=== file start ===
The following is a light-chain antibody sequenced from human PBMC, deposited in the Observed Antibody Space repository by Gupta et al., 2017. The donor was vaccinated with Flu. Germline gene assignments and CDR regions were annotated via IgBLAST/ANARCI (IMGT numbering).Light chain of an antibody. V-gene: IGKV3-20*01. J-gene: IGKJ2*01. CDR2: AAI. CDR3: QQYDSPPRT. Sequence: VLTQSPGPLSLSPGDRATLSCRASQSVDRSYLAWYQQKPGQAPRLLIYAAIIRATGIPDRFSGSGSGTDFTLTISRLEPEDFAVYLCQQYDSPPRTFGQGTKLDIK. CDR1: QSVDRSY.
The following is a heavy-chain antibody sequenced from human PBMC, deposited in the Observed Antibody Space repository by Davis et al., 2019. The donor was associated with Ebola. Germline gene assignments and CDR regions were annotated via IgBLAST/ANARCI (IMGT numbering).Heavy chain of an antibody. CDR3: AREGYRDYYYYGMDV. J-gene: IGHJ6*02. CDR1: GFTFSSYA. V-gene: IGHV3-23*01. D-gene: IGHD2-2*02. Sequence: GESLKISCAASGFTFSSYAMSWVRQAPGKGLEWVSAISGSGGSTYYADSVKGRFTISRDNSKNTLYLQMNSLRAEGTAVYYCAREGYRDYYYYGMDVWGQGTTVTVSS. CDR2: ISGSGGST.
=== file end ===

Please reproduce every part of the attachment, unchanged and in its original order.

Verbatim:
The following is a light-chain antibody sequenced from human PBMC, deposited in the Observed Antibody Space repository by Gupta et al., 2017. The donor was vaccinated with Flu. Germline gene assignments and CDR regions were annotated via IgBLAST/ANARCI (IMGT numbering).Light chain of an antibody. V-gene: IGKV3-20*01. J-gene: IGKJ2*01. CDR2: AAI. CDR3: QQYDSPPRT. Sequence: VLTQSPGPLSLSPGDRATLSCRASQSVDRSYLAWYQQKPGQAPRLLIYAAIIRATGIPDRFSGSGSGTDFTLTISRLEPEDFAVYLCQQYDSPPRTFGQGTKLDIK. CDR1: QSVDRSY.
The following is a heavy-chain antibody sequenced from human PBMC, deposited in the Observed Antibody Space repository by Davis et al., 2019. The donor was associated with Ebola. Germline gene assignments and CDR regions were annotated via IgBLAST/ANARCI (IMGT numbering).Heavy chain of an antibody. CDR3: AREGYRDYYYYGMDV. J-gene: IGHJ6*02. CDR1: GFTFSSYA. V-gene: IGHV3-23*01. D-gene: IGHD2-2*02. Sequence: GESLKISCAASGFTFSSYAMSWVRQAPGKGLEWVSAISGSGGSTYYADSVKGRFTISRDNSKNTLYLQMNSLRAEGTAVYYCAREGYRDYYYYGMDVWGQGTTVTVSS. CDR2: ISGSGGST.